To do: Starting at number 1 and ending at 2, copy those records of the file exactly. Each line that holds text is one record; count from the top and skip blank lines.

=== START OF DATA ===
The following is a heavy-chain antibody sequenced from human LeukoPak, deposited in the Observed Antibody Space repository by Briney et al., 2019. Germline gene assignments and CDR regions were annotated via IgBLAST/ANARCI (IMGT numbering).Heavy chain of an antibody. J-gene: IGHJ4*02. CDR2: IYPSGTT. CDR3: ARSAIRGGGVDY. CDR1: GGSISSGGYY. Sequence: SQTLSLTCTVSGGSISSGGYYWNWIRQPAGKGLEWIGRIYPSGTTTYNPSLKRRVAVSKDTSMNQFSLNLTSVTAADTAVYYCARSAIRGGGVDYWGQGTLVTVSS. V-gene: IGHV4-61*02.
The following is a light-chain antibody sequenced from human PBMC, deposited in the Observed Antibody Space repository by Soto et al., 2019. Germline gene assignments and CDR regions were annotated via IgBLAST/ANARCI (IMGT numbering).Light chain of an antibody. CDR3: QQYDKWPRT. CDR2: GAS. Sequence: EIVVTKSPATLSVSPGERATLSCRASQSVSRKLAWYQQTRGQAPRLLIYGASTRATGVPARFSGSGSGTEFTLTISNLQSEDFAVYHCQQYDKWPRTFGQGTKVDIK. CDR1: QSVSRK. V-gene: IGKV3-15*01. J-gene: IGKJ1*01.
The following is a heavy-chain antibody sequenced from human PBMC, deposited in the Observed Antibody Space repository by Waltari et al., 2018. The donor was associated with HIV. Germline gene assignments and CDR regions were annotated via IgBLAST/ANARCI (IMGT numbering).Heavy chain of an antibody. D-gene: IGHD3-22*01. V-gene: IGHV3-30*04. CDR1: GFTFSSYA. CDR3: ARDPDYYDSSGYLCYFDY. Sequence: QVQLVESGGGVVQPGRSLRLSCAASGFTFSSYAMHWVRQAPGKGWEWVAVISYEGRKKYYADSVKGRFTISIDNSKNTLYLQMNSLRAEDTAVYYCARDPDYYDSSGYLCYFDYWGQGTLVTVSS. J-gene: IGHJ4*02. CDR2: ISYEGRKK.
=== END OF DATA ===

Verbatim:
The following is a heavy-chain antibody sequenced from human LeukoPak, deposited in the Observed Antibody Space repository by Briney et al., 2019. Germline gene assignments and CDR regions were annotated via IgBLAST/ANARCI (IMGT numbering).Heavy chain of an antibody. J-gene: IGHJ4*02. CDR2: IYPSGTT. CDR3: ARSAIRGGGVDY. CDR1: GGSISSGGYY. Sequence: SQTLSLTCTVSGGSISSGGYYWNWIRQPAGKGLEWIGRIYPSGTTTYNPSLKRRVAVSKDTSMNQFSLNLTSVTAADTAVYYCARSAIRGGGVDYWGQGTLVTVSS. V-gene: IGHV4-61*02.
The following is a light-chain antibody sequenced from human PBMC, deposited in the Observed Antibody Space repository by Soto et al., 2019. Germline gene assignments and CDR regions were annotated via IgBLAST/ANARCI (IMGT numbering).Light chain of an antibody. CDR3: QQYDKWPRT. CDR2: GAS. Sequence: EIVVTKSPATLSVSPGERATLSCRASQSVSRKLAWYQQTRGQAPRLLIYGASTRATGVPARFSGSGSGTEFTLTISNLQSEDFAVYHCQQYDKWPRTFGQGTKVDIK. CDR1: QSVSRK. V-gene: IGKV3-15*01. J-gene: IGKJ1*01.